Swimming Pools & Spa Pools

The Building(Pools) Amendment Act 2016

The Building (Pools) Amendment Act 2016 came into effect on 1st January 2017. The key changes included within this legislation were:

  • residential swimming pool barriers must be inspected every three years
  • safety covers will be able to be used as barriers for spa pools and hot tubs
  • territorial authorities will have better tools to enforce pool barrier requirements, including notices to fix and infringement notices.

The new rules place more emphasis on the pool owner being responsible for safety. The responsibility does depend on the type of pool you have and where it is (e.g. home, rental, commercial).

More specifically, responsibility sits with:

  • the owner of the pool
  • the pool operator
  • the owner of the land the pool is on
  • the occupier of the property the pool is on
  • if the pool is available for hire, the person who is hiring the pool
  • if the pool is on premises that are not subject to a tenancy (under the Residential Tenancies Act 1986) but the pool is subject to a lease or is part of premises subject to a lease, the lessee of the pool or the premises.

 

How do I know if my swimming and/or spa pool is affected by these rules?

A pool is classified as any structure or excavation normally used for swimming, paddling or bathing. It also includes any product (that isn’t a normal bath) designed or modified for swimming, wading, paddling or bathing. This does not include an artificial lake.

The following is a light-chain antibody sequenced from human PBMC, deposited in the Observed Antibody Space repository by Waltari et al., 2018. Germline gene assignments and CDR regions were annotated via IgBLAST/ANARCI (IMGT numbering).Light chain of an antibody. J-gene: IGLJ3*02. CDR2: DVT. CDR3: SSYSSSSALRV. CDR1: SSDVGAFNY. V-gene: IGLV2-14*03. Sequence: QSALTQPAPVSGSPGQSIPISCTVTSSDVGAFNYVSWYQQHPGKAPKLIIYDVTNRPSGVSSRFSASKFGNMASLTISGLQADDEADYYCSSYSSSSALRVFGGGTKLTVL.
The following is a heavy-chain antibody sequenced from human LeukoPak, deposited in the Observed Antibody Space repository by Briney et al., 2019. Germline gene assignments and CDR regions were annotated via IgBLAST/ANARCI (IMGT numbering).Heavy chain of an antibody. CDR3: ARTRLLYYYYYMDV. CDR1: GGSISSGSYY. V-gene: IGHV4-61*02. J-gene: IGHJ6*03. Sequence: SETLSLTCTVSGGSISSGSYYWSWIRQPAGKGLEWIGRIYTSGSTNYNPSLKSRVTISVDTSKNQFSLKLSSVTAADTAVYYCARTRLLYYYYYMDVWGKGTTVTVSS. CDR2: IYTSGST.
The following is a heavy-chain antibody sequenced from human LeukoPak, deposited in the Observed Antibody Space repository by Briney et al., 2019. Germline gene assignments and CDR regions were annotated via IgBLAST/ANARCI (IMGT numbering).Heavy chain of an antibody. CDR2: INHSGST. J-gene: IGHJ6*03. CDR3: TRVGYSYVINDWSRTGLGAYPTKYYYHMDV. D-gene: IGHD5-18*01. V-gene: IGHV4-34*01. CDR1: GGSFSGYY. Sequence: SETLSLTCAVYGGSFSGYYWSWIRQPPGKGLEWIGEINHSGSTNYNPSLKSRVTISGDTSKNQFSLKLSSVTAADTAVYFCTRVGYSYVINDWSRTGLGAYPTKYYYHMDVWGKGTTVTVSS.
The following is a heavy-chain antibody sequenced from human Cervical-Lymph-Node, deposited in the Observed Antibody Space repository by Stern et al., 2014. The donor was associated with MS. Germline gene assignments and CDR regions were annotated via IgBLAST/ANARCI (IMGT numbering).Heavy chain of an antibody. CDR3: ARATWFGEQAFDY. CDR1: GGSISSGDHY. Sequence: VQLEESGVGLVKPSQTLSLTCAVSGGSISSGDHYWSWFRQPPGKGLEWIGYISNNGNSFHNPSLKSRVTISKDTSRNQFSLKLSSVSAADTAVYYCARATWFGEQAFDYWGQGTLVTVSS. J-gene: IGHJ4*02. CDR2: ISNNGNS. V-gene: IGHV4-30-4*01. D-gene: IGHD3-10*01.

All swimming pools that are at a home or an accommodation location (e.g. campground, hotel, motel, hostel) are required to have fencing and be inspected under the new legislation.

A spa pool or hot tub is designed for therapeutic or recreational use and is commonly referred to as "small heated pools" in legislation. Fencing and inspection requirements may apply to your spa pool depending on its size. If your spa pool's water surface area is less than 5m2 and its sides are higher than 760mm above the adjacent floor or ground, and the walls of the pool inhibit climbing, then you can have a lockable safety cover. Otherwise fencing and inspection requirements will apply. For further information please see F9/AS1 and F9/AS2 information below.

 

Pool Manufacturer and Retailer Responsibilities

Manufacturers and retailers of pools must supply notices warning owners of the requirements to have pool barriers that will prevent young children accessing the pool. This came into force on 1 September 2017. The notice content, placement, and typography must meet the requirements of the Gazette Notice number 2017–go984, Building (Pool Manufacturers and Retailers) Notice 2017.


Pool Owner Responsibilities

All pool owners must notify the local Council of the existence of a pool on their property. The below form has been developed to assist you with lodging this notification:

Download: AF SPN  Swimming Pool Notification (198 KB) (NEW)

Owners must ensure all compliance requirements are met. If these are not met, the pool may not be filled with water. Council encourages pool owners to regularly inspect pools and surrounding areas to ensure continued compliance and to promptly attend to any safety maintenance.